FROM PRODUCT DESIGN TO PERFORMANCE by Helen Evans for Cluster issue No.02 Turin, Italy 2004
Maywa Denki's "Tsukuba Music"
At the Maison de la culture du Japon in Paris. 6,7,8 November 2003
"Maywa Denki has a reputation in Japan, like Sony, Panasonic, Microsoft " explains straight faced Nobumichi Tosa, President of Maywa Denki, during his product demonstration of Tsukuba, a series of beautifully absurd musical instruments. Amongst them, remote controlled maracas that are worn like angel wings, a singing robot, half bagpipe, half human that works like a pair of lungs and a set of automated Xylophones, in the form of flowers that open when they start to play and close when they have finished.
The world of Maywa Denki is a strange mixture of corporate irony, ingenious artistic invention and real technological innovation. Using the language of corporate culture, Maywa Denki describe their objects and prototypes as "products", a concert is a "product demonstration" and an exhibition is a "product presentation". Actively seeking to juxtapose simple business strategies with their eccentric art products, the result is a charming tongue in cheek game that has us all wanting to buy into their industrious story. Their company costume is blue work wear, inspired by the typical uniform of Japan's small electrical companies that supported the fast growth in the 1970s. The name Maywa Denki itself, comes from the title of Tosa's father's electrical company that went bust during the 1979 world oil crisis. Maywa Denki was reborn in 1993, by Tosa and his brother, this time as an artistic unit.
They perform with energy and fearless commitment and what is more, their unique instruments do actually sound good. The Tsukuba Music series was conceived to use the movement caused by motors or electro-magnetics using only 100 volts and their sound is actually created by the physical knocking or vibration of the instrument onto another substance. According the Tosa, the emergence of new technologies for music generation e.g. samplers, synthesisers and computers have separated music from the material, leaving music simply as information that can only be listened to with speakers. The Tsukuba Music was created to return our attention to music's origins, that music is created from materials. Electronics and programming are used for rhythmic precision, flexibility and easiness of use (they boast that everyone can play their instruments) but the sounds themselves remain analogue.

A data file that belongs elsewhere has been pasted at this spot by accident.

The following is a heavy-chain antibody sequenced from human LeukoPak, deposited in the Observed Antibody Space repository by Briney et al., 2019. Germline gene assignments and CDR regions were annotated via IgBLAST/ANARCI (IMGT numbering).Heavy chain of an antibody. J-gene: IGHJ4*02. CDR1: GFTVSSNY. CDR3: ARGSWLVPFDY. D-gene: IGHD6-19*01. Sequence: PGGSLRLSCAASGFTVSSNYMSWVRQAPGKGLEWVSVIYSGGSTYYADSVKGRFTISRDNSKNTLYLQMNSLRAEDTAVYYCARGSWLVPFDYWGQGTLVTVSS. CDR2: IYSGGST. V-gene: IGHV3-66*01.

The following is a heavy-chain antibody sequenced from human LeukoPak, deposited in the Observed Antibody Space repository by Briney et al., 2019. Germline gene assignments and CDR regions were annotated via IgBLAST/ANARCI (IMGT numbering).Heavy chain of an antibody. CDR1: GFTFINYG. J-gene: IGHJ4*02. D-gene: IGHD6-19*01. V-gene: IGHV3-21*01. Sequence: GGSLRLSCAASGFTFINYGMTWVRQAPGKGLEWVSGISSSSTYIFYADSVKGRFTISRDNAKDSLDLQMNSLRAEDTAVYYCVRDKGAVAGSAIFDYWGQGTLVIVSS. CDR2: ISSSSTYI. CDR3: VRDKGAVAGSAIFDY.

Tsukuba, also refers to the most advanced technological city in Japan. Might this be the birthplace of a new kind of analogue-automated sound?
Marimca An automated Xylophone in the form of a flower. The flowers open when they start to play and close when they have finished. (c) Yoshimoto Kogyo Co., Ltd/Maywa Denki, Photo: Jun Mitsuhashi
Mecha-Folk Fully-automated folk guitar. One guitar for plays drums, bass, guitar and mandolin. (c) Yoshimoto Kogyo Co., Ltd/Maywa Denki, Photo: Jun Mitsuhashi